Here are today’s five thing to know about Bouillabaisse:
- Bouillabaisse is the most famous fish stew of the Mediterranean, and its home is considered to be Marseilles.
- Bouillabaisse was originally the fare of the local fishermen who on returning from a fishing expedition sorted heir catch : some to be sold on the local market , some to be kept to be eaten at home.
- When making bouillabaisse at least four of the following fish should be included: rascasse, white rascasse – fielas (congre), araignée (vive) – chapon (scorpène), galinette (rouget grondin) * facultative, Saint-Pierre cigale de mer, langouste.
- According to Curnonsky, there is a legend that bouillabaisse was first brought by angels to the Three Marys of the Gospel, when they were shipwrecked in the marshes between the two branches of the Rhone River near Arles.
- One of the earliest uses of the word bouillabaisse was in the 1830s as a term expressing the rapidity of the cooking.
Today’s Pinterest Board : Foodimentary
Today’s Food History
- 1503 Nostradamus was born. Astrologer and cookbook author. He is best known for his book of prophecies ‘Centuries Asrtologiques’ published in 1555. However, in the same year he also published ‘Excellent er Moult Utile Opuscule a tous necessaire qui desirent avoir connaissance de plusieurs exq uises recettes’ (‘An excellent and most useful little work essential to all who wish to become acquainted with some exquisite recipes’).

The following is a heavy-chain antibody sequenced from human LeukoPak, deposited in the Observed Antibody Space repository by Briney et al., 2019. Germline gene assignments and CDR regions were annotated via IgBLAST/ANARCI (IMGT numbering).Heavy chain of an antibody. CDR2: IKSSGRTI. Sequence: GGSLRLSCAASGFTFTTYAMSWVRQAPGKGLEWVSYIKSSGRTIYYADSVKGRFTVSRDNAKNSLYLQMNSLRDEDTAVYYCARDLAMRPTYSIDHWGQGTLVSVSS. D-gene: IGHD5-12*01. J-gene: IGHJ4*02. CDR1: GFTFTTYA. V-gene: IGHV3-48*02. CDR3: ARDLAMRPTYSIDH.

- 1795 John Bloomfield Jarvis was born. A civil engineer, he designed and built the Boston Aqueduct and the 41 mile long Croton Aqueduct (New York City’s water supply for over 50 years from 1842).
- 1943 John Harvey Kellogg died. A physician, vegetarian and health food pioneer. He was superintendent of the Battle Creek Sanitarium, where he developed the first breakfast cereals for his patients, Granose (granola) and toasted flakes. His brother, William K. Kellogg founded the Battle Creek Toasted Corn Flake Co. to produce cornflakes.
- 1968 ‘I Heard It Through the Grapevine’ by Marvin Gaye hits number 1 on the charts.
- 2006 A bar owner in Bethalto, Illinois was charged with violating the liquor code and obscenity laws. The bar filled a children’s inflatable pool with mashed potatoes and staged wrestling matches. The violations came about when several of the female ‘wrestlers’ were rumored to have lost some of their garments to the surrounding carbohydrates.